Information, not money or ammunition, is now the holy grail of business organisations and governments across the world. Computer programming and computer graphics, apart from enabling us to visualise data, have made sophisticated data analysis possible, which allows one to understand the nuances in large data sets. Geographical data, being bulky and complex, is a good example of how valuable the sifting of large volumes of information can be. Statistical information pertaining to different aspects of a well-defined geographical region, allowed to vary with various geographical parameters such as latitude, longitude, altitude, population, jurisdictions and other variables, is termed ‘geospatial data’.
Cartographers try to visualise a wide spectrum of this geospatial information in a variety of maps, which is basically to employ visualisation technique. The innovation of digital maps has enabled more comprehensive analysis, manipulation and prediction of statistics based on the data collected. Different mechanisms used to seek, sort and visualise geospatial data are grouped as Geographic Information Systems (GIS). There is a whole gamut of software programmes that can incorporate GIS functionality.
What are GIS tools?
Although GIS tools might appear to be the work of geeks, most computer users have come across these tools in one form or another. These range from simple desktop globes to the entertainingly useful Google Earth.
GIS tools are primarily data interpretation and visualisation software programmes, allowing users to view, manipulate, process and obtain results of the geospatial data.
Geospatial data acquisition today has multiple sources: remote sensing satellites, and data from various national and international censuses. Research-driven data acquisition yields an exhaustive amount of information in various formats, which can be converted into computer databases such as PostgreSQL, SQLite and Oracle for the GIS tools to operate on.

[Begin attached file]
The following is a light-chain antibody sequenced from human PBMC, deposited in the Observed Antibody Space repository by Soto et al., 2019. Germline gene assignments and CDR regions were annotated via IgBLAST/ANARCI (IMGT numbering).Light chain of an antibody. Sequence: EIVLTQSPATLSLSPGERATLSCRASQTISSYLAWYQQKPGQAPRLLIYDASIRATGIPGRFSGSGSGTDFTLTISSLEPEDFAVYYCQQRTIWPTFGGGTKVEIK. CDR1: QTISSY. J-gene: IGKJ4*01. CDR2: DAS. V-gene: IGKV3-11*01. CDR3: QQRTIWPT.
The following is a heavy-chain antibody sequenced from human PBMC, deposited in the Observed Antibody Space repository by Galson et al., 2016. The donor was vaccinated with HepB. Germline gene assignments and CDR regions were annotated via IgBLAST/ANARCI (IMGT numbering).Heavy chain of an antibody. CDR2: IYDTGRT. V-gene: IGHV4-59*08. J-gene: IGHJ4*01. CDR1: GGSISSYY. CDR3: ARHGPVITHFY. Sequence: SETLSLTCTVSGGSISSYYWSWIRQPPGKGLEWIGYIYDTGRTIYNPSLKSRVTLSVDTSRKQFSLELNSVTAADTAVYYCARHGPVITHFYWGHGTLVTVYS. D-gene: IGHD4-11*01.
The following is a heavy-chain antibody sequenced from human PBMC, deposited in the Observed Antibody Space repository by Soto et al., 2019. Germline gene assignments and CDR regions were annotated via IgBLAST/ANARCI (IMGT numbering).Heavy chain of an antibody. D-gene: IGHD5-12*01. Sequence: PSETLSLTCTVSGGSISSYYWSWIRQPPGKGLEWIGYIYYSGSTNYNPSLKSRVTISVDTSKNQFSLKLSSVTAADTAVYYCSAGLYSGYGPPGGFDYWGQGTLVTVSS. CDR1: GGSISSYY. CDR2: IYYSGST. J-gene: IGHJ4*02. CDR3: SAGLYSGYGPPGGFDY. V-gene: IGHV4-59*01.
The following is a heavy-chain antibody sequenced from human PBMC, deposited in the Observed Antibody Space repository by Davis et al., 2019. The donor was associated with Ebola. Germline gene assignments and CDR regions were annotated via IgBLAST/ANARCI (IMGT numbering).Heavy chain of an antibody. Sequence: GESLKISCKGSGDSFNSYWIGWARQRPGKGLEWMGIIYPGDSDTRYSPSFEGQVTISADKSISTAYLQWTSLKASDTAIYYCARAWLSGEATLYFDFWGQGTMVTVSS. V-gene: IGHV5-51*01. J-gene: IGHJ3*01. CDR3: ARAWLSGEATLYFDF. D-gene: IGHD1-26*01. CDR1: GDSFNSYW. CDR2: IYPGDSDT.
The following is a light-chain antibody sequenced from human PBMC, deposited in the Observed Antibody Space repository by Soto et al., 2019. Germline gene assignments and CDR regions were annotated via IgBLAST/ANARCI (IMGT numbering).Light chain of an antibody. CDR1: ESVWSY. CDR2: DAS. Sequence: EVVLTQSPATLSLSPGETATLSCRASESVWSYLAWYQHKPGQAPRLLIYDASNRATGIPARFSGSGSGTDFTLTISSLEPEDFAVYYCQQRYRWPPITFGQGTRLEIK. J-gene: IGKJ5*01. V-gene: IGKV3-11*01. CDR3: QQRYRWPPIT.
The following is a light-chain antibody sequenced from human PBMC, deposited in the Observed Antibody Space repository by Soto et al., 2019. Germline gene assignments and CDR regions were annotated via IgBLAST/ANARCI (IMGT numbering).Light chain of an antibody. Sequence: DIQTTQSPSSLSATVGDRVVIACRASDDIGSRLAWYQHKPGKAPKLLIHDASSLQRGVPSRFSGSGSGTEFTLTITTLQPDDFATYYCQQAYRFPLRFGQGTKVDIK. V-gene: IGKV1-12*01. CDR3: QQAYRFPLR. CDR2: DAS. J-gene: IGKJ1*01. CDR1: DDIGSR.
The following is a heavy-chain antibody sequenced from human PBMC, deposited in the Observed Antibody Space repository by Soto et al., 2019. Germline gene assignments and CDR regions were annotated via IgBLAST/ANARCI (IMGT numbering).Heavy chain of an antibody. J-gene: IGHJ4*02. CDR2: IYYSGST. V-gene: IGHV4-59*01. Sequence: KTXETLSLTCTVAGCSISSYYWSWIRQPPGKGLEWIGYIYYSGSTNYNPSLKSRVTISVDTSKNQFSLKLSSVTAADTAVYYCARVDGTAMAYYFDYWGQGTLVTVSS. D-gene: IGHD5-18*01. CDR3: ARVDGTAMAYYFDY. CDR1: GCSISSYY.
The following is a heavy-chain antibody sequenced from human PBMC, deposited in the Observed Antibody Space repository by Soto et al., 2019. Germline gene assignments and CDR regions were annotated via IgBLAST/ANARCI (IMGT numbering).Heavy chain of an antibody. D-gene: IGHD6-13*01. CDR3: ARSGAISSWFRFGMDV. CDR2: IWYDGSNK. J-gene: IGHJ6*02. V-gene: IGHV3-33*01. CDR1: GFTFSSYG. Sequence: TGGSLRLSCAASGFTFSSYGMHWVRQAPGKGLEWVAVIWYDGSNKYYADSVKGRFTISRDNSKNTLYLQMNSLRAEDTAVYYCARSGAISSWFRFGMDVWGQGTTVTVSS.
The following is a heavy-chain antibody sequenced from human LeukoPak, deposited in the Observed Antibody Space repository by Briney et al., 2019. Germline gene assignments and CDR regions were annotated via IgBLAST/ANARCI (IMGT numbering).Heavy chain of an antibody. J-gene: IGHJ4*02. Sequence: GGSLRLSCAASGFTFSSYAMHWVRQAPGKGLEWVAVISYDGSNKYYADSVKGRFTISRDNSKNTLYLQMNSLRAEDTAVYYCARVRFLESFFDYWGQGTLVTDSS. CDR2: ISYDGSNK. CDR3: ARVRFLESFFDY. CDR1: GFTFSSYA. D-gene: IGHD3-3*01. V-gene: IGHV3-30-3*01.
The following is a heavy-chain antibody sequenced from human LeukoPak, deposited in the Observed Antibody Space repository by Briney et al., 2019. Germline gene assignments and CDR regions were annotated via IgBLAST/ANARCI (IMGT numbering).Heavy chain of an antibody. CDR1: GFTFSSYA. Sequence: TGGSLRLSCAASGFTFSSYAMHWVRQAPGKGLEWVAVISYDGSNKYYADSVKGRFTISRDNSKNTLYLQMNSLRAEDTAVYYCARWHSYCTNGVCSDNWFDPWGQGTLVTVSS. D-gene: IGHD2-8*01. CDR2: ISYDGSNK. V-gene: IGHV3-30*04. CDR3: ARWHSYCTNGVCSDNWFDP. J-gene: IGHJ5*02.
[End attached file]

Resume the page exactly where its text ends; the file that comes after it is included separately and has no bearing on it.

Backed by data tables in databases, GIS tools run programmes that sort entries in the databases as required by users, and use graphic engines to display the geospatial information in 2D and 3D graphics. Intuitive to use, most of these tools allow extensive customisation and feature enhancement in terms of the types of data to be mapped, parameter tweaking and formats of visualisation. Some of the tools allow exporting the plot into XML (Extensible Markup Language) format for further processing by Web-based engines.
Free and Open Source
GIS tools are widely used for research purposes and, like many research initiatives, are backed by the community. There is a whole set of Free and Open Source GIS tools to choose from, over the proprietary ones.
Quantum GIS and GRASS (Geographic Resources Analysis Support System) are the most widely used Free and Open Source GIS tools. These tools have complementing feature sets and are compatible with each other. Both the tools allow users to add plugins written in all major scripting languages such as C, C++ and Python. Proprietary tools such as Map 3D from Autodesk of AutoCad fame are also used in some cases.
GIS tools handle a rich variety of datasets and have options for reading and analysing new data and allow users to render their results in various graphic formats such as raster images, vector graphics or even flash-based animation.
Bharat Anangur, a research student, and his team from the Indian Institute of Science, Bangalore, use GIS tools to study the change of topography in Bangalore due to depleting water bodies and tree cover, and its impact on the weather pattern. “Through two years, we have assimilated data in terms of the increase in constructed area in Bangalore, depleting water reserves and statistics on the number of trees. As expected, regions that have retained or increased green cover and water bodies are cooler; using GIS tools for data representation purposes is highly useful,” he says.